(HealthDay)—Most medications are safe to take while breastfeeding, according to updated guidelines from the American Academy of Pediatrics (AAP) published online Aug. 26 in Pediatrics.
The previous guidelines by the AAP on the transfer of drugs and chemicals into human milk were published in 2001, notes Hari Cheryl Sachs, M.D., from the U.S. Food and Drug Administration in Silver Spring, Md., and colleagues. With the exception of radioactive compounds, which require temporarily ceasing breastfeeding, the most current and comprehensive information is available on LactMed.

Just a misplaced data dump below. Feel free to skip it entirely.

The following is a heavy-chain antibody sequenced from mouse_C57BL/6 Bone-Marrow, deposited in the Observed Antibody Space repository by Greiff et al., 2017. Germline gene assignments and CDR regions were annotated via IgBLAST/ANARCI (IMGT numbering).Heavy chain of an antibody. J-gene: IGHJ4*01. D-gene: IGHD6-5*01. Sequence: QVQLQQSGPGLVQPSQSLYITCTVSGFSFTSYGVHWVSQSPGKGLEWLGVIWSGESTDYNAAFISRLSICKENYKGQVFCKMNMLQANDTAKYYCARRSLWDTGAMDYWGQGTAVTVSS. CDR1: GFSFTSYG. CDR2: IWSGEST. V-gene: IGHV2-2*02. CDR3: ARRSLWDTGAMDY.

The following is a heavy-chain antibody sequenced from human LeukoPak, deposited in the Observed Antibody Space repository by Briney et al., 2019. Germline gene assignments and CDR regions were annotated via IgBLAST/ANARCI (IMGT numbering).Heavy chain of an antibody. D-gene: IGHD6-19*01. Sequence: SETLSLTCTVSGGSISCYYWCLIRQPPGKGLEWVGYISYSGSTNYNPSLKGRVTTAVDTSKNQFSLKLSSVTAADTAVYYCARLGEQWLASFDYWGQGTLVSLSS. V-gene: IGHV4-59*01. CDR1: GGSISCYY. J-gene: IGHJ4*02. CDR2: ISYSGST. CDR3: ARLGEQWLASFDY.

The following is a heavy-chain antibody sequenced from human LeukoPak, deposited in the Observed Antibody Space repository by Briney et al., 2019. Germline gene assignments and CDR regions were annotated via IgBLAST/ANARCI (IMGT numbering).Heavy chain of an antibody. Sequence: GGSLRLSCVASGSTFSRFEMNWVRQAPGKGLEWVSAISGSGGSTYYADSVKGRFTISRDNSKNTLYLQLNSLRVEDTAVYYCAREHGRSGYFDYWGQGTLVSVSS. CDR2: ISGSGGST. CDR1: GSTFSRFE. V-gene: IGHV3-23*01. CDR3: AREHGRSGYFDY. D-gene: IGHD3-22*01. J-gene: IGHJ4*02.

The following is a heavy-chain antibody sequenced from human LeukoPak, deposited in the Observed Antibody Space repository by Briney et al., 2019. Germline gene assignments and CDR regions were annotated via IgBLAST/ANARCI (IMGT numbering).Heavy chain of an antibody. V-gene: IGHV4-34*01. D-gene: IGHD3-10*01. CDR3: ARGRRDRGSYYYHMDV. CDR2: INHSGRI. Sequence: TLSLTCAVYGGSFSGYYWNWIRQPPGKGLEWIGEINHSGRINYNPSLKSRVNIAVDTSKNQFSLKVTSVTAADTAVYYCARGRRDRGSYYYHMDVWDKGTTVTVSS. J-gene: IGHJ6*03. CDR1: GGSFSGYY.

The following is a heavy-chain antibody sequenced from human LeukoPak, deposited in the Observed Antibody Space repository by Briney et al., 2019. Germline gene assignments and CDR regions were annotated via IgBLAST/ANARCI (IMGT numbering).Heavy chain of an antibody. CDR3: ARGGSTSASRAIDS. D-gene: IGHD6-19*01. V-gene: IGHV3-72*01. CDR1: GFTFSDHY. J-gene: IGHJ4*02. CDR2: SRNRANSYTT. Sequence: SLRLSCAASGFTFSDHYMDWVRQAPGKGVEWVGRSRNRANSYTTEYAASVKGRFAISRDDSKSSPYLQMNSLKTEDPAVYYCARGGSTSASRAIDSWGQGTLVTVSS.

Pain medications, psychoactive drugs, herbal products, and drugs to treat substance/alcohol abuse or smoking are of most concern during breastfeeding, according to the authors. Regarding vaccination, maternal vaccination does not interfere with breastfeeding, and breastfeeding does not interfere with the infant response to most routine immunizations.
"Many mothers are inappropriately advised to discontinue breastfeeding or avoid taking essential medications because of fears of adverse effects on their infants," Sachs and colleagues write. "This cautious approach may be unnecessary in many cases, because only a small proportion of medications are contraindicated in breastfeeding mothers or associated with adverse effects on their infants."
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